Peeping through 2014

According to the Electoral Laws of Malawi, it is a requirement to have Presidential and Parliamentary elections after every five years (Section 80(1) of the 1994 Republican Constitution. Now that we only have less than two years to the electoral year, political parties and all stakeholders are busy strategising and positioning themselves to make an impact in 2014.

For the ruling party, it will not be a bad idea to look back and take stock of what they have done well as per their 2009 manifesto, while also analysing their shortfalls. As for the other parties, feasting on the ruling party’s shortfalls and undelivered promises should be their main pre-occupation for now.

The use of “other” parties is a deliberate shift from the mostly used “opposition” parties because the word has negative connotations in today’s’ politics, more so when one considers that their duty is to complement government efforts; hence, they have an obligation to offer constructive criticism and solutions where government does not meet peoples’ expectations.

Credible, free and fair elections are the pride of every country and all players in the electoral process need to play it safe and act responsibly, realising that elections begin way before the polling day.

The coming elections are promising to be tough in terms of campaign strategies to be employed by participating political parties. Well-articulated party policies will play a greater role in swaying the people to vote for a particular party. This will be a welcome move from previous election campaign meetings where individual credentials were used as a trump card. Twenty years into multi party democracy should be enough for the nation to start on a different note, debating and discussing issues that affect the people rather than hero-worshipping leaders.

Actually, going by what is happening now, 2014 promises to be a year where the courts are going to dictate the mode, pace and conduct of party campaigns since government seems bent on using public resources and institutions to advance its agenda and remain in power.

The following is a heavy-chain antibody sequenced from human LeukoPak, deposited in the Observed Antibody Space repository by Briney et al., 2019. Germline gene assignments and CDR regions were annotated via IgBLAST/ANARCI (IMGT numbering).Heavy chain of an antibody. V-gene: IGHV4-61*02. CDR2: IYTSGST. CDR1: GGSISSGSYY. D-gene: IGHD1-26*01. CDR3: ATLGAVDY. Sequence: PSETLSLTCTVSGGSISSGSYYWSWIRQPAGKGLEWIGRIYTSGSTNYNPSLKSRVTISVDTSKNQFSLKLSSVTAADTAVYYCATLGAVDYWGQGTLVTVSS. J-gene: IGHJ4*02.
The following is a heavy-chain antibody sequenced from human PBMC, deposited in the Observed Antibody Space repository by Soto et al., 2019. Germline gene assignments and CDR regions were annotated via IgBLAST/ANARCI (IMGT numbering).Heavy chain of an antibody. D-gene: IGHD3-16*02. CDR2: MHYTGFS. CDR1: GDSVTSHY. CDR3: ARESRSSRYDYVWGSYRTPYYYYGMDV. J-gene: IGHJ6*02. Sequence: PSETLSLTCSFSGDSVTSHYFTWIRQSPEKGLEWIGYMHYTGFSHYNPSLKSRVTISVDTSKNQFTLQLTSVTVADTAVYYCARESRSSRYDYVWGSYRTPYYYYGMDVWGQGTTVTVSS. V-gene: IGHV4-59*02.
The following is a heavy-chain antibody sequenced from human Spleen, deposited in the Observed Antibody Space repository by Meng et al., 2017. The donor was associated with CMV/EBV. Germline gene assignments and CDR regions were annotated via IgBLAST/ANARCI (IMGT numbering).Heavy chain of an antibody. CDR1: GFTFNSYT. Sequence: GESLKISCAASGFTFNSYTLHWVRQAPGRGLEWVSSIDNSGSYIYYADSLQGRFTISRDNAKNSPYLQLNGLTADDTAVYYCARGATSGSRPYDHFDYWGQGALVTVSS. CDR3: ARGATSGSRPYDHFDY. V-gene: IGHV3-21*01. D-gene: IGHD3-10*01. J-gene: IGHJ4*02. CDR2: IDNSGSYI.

The police is one institution often used as an instrument of terror on citizens. Instead of protecting the rights of individuals, it tramples on them, leaving one wondering whether the officers live in the same country as everyone else once they remove their uniforms. What comes to mind is the way the July 20 2011 mass demonstrations were handled by our security personnel and a question that follows is: Were such actions really intended to protect people and property or just to instil fear?

Another thorny issue that keeps coming up now and again during election time is the use of public resources for campaign purposes. It is common to see government and parastatal vehicles ferrying people to and from functions organised by the ruling party. This they do with so much impunity although it all comes at the expense of the taxpayer.

However, much as such things go unchallenged, it is every citizen’s right to ensure that his tax is used for its intended purpose of providing goods and services to the general population than fund a particular party to stay in power. As such, courts can be moved to make a determination on matters of such abuses. This is all in line with the democratic values that form foundations and tenets of multipartyism.

Town and city councils also fall victim to party politics in the sense that they are manipulated by the ruling party to refuse to grant permissions to “other” parties to hold political party meetings in their jurisdictions.

Chiefs sometimes do this on “instructions from above”. This behaviour is retrogressive and not in tandem with democracy. It is every citizen’s right to make full and informed democratic choice as per Section 40 of our Constitution. This choice can only be effectively made upon careful scrutiny of each party’s policies regarding various issues affecting an individual’s livelihood.

The issues are manifold and we shall embark on a journey together, trying to highlight some of the things we tend to ignore but which play a very important role in the way we live our lives and take care of our families in the years after an election.

Let us make a better Malawi now. -The author likes to comment on social issues.

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